Amazing Grace*

I was in an outdoor cafe recently when I met a bloke who told me how he had suddenly woken up blind! It was terrifying, as you can imagine. He had had a stroke and a blood clot had formed in the occipital cortex of his brain, slowly starving his vision centres of blood and oxygen.

I have nothing to compare with that but in a recent eye test I was told that I had cataracts in both eyes with one being far worse than the other and that henceforth, driving would be at my own risk. Ah hah, I thought, that was why I was seeing double when I looked at the moon.

Eye surgery, as pioneered by the Australian Dr. Fred Hollows is a fairly simple procedure where, after cataract extraction, an inter-ocular lens (IOL) is implanted, usually resulting in a massive improvement in sight for more than 99% of patients.

I had my right eye done several months ago and the effect was immediate. Within a day or two, I was up and running, as it were, with no side effects. The second operation on my worst eye was a different matter. Itchy, red, uncomfortable and incredibly blurred vision, so much so that, for more than three weeks, I was unable to drive and any bright light was intolerable.IMG_0320

This was all normal, the surgeon informed me, after a major operation and he cautioned me against “using the eye too much”! Twenty-two days later, my vision is still quite blurry in the recently operated upon eye and I can expect another three weeks or so before the eye fully heals. Amazing!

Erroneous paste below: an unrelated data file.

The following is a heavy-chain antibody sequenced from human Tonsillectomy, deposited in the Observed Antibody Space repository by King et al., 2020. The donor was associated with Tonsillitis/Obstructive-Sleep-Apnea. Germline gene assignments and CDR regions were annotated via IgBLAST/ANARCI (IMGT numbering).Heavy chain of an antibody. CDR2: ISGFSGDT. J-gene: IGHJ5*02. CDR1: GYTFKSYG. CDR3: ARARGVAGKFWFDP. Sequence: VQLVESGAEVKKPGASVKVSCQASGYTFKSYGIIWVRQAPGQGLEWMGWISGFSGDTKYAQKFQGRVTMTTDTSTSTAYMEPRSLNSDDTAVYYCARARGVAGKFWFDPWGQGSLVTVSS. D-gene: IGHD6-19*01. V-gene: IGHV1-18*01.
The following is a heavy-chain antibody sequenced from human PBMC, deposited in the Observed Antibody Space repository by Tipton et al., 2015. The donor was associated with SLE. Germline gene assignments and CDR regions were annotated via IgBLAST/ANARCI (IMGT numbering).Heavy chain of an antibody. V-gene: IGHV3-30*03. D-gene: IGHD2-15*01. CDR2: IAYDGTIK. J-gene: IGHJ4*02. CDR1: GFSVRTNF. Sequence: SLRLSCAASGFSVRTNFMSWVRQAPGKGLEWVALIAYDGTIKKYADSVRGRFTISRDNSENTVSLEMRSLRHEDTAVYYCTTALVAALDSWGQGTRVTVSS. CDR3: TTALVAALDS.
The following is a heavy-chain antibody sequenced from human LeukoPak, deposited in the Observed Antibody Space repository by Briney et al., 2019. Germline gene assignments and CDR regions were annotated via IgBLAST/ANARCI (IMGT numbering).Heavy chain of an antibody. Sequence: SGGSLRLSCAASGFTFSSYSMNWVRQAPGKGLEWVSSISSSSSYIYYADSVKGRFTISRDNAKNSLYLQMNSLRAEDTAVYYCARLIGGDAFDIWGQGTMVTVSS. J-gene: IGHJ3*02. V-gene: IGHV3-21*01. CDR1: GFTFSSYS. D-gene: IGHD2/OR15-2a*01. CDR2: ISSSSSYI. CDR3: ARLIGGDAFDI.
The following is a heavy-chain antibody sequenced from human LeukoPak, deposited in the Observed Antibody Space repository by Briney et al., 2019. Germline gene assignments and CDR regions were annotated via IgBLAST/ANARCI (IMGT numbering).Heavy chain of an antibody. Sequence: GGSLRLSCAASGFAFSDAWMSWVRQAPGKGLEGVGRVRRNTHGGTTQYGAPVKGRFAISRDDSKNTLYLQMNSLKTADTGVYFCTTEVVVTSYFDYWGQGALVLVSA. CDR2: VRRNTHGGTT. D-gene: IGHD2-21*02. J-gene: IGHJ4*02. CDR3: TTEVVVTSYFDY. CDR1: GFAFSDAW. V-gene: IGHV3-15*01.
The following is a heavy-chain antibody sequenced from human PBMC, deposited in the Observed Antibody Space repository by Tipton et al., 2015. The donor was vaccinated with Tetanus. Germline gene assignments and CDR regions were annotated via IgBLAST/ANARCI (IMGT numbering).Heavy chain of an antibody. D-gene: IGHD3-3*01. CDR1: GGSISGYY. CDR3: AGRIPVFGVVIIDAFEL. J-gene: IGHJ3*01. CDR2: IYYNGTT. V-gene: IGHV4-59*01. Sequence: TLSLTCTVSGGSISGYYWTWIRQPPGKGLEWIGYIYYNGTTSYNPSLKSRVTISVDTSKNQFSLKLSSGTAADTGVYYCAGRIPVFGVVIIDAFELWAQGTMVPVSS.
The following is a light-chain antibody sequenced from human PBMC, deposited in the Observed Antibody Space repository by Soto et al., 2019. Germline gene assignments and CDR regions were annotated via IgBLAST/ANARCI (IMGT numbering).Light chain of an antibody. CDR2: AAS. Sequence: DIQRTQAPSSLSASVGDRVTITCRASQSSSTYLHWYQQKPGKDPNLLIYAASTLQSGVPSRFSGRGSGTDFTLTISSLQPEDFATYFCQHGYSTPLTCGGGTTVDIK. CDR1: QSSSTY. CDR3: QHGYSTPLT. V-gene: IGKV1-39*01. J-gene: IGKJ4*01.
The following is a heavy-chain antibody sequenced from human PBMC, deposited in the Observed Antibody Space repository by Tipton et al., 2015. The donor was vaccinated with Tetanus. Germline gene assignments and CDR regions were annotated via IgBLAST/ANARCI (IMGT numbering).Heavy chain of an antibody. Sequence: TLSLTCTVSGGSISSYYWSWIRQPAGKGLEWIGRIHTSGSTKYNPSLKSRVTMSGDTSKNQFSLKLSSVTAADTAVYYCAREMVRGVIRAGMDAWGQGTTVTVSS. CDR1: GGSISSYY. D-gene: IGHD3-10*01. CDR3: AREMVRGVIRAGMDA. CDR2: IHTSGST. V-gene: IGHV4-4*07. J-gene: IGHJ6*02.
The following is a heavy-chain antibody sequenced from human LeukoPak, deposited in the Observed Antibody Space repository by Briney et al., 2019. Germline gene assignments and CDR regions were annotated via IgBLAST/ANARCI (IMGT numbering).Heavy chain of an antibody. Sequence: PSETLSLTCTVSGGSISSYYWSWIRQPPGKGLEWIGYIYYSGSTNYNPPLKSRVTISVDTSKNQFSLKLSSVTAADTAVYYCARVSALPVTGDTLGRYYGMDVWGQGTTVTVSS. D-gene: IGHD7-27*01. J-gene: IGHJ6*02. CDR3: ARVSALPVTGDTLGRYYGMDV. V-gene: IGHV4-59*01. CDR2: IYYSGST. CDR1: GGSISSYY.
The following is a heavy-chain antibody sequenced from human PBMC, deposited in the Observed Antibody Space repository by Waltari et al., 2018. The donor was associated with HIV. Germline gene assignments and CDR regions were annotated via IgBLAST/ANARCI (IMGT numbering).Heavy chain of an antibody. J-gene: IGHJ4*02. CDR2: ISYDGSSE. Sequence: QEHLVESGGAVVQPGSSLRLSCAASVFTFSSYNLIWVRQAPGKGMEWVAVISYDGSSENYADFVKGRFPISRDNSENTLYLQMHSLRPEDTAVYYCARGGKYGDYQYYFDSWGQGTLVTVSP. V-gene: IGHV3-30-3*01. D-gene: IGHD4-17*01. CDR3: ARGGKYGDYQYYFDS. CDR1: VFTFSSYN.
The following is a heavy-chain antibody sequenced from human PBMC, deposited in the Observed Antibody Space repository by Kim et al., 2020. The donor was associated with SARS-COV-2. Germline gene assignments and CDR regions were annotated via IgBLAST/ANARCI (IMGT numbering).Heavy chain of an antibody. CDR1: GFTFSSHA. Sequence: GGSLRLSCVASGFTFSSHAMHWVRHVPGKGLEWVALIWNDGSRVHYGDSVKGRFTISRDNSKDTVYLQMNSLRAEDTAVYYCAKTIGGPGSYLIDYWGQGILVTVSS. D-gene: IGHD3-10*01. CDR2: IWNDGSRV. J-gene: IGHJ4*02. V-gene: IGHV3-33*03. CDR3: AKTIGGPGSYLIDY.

Even more amazing is the surgery. The inter-ocular lens is manufactured in both Nepal and Eritrea for approximately $8 in factories set up by the Fred Hollows Foundation and the cataract extraction and IOL implant can be performed for $25. Not so in Australia, as I discovered, where the mark-up is, roughly, $2500 per eye. The fee is made up in three parts – the surgeon’s fee, the anaesthetist’s fee and finally the rental of the surgical theatre.  Thank God for public health, which is what I used for both eyes and thank God for the Fred Hollows Foundation for all the afflicted punters in those less developed countries where the Foundation works.

I suppose the above is an excuse for the total neglect of my blog after I uploaded the 100th post quite some time ago. Anyway, YIPPEE, I can see again and it is only going to get better. Thank you to my doctor and all the people who have put up with my semi-incapacity. All I have to do now is get new ears and possibly a bigger brain!

*  I once was lost but now I’m found.
Was blind but now I see.